A Day in the Life of Breast Cancer and a Heart Attack


Today I have the privilege of sharing some of Brenda McGraw’s story through a video interview.  {Bear with any glitches you see…I haven’t done video before} Please watch so you can hear Brenda’s heart. Here are some of my favorite moments from the interview, to whet your appetite:

I was 24 years old, which is very young to be diagnosed with breast cancer. I had been married five years, and things were not going so well. I’m in the prime of my life. This isn’t supposed to be happening to me.


People don’t know how to handle someone who is diagnosed with something serious. We actually lost some friends through the breast cancer diagnosis.

People feel sorry for you, but so many really don’t know what to do. This is true even in my family. My own mom didn’t know how to handle it. My momma couldn’t even stay at the hospital with me because she didn’t want to see her own daughter go through this. But my sister was my hero.


Even if you’ve been through cancer, you don’t know exactly how someone else feels. It’s best not to say, “I know how you feel”.  Instead of saying, “How can I help,” just do something. Instead of asking how you can pray for someone, stop right then and pray for them.


I’ve had cancer, I’ve been divorced, and now I have a heart attack. Come on God!

The doctor said if you’re conscious enough to take an aspirin,

you should seriously go to the hospital.

You get so overwhelmed with life, trying to deal with all the pressures we put on ourselves and others put on us. We just have to watch the signs in our lives and listen to our bodies more.


We have to learn to ask this question–What can I do to rise above the circumstances in our lives? [Wanna tweet that? You can by clicking here.]


I kept asking God the question WHY? Do you love me? Why are you allowing this to happen? I learned that He doesn’t cause these things, but He does use the things that happen in our life to refine or sharpen us.

Because of His love,

no matter what comes our way,

He will be with us.

(If you are reading this in your email and the video does not show up, click here to watch it through your browser)

Brenda McGraw is the author of, “Joy Beyond, 28 Days to Finding Joy Beyond the Clutter of Life,” which includes a BONUS section with 28 stories of those who found joy through Christ and beyond their trials.  You can find her book on Amazon or on Ask God Today. You can connect with her on Facebook or Twitter too.

A Day (Or 14 Years) in the Life of Chronic Mouth Pain

chronic pain, dental nightmare, teeth, ouch, day in the life
chronic pain, dental nightmare, teeth, ouch, day in the life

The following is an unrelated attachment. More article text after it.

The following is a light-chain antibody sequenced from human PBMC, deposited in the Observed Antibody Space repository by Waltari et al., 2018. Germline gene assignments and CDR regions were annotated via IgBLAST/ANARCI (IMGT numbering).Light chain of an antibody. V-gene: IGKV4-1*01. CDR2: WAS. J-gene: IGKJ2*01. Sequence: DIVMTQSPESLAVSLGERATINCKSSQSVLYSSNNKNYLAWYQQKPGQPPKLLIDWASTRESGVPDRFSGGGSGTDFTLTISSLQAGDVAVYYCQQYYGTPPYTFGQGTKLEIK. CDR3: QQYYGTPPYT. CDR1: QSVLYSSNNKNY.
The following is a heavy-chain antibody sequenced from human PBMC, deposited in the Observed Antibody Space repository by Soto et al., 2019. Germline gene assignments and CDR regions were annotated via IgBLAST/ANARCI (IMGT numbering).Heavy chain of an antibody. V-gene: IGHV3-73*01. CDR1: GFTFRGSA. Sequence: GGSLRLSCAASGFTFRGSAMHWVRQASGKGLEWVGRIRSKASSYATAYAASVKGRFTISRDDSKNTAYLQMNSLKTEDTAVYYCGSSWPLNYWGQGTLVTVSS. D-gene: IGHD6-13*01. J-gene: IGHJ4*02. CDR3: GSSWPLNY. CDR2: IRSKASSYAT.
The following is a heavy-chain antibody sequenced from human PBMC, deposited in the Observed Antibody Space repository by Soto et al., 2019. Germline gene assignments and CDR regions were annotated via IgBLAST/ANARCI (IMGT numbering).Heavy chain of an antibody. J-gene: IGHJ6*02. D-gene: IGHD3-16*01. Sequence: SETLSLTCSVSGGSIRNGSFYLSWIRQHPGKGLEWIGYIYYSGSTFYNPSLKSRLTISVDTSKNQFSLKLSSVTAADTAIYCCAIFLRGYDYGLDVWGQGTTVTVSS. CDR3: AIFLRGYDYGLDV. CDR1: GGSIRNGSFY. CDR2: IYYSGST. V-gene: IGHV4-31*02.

Robert D. Smith (swiped from his own page)

Today’s interview in the Day in the Life series is with Robert D. Smith. I met Robert via an email conversation about my upcoming book You Are Enough eight months ago. Since then, he’s been a near-constant source of encouragement to me, challenging me to push the envelope with my branding and writing.

You can find Robert at TheRobertD.com, his outlet for giving tools, tips, and strategies to grow and engage an audience. Robert is the author of 20,000 Days and Counting, a simple guide to injecting meaning into every second you live for the rest of your life. He is also a private branding, marketing, and management consultant to numerous best-selling authors, speakers, entertainers, and cutting edge organizations.

I asked Robert to describe his chronic condition:

It all started with a dental mishap that went from bad to worse over the course of a decade. The details are not important, but it ended with me having a great deal of pain in my mouth. It was indescribable. I did not know how to compare it to anything or talk about it with anybody. But the pain just continued to intensify. And that chronic pain has begun to affect every aspect of my daily life.

Every few months I was in front of a new specialist who looked, tested, asked questions, analyzed…and came to no conclusion. Eventually, I had eight hours of oral surgery. And the six weeks afterwards were some of the darkest days of my life.

There were two more dental procedures over the next eight months. It has been and will be an ongoing process to hopefully soon be totally pain-free.

What are some struggles nobody sees?

Chronic pain is isolating. It’s really easy to feel like I’m in a huge bubble, separated from the rest of the world. It’s like I’m fighting a monster that nobody else even sees. I feel an intense aloneness. It’s truly a fight I have to win from within, every day.

People didn’t see the part where I cried privately, at least twice a day. People just saw that I wasn’t talking to anyone, but they never knew why. What they didn’t see was the pain that kept me from talking to anyone.

What are the biggest challenges with your condition?

I physically couldn’t talk to people without excruciating pain. As a manager, I have people that I need to talk to in order to perform my job. And this condition kept me from doing that.

A lot of it has to do with management of pain. When I found myself in a physically debilitated state—I had to learn how my body works in a way I never considered before. For me, it was truly considering what prescription medication—used properly—could do in the process of pain management.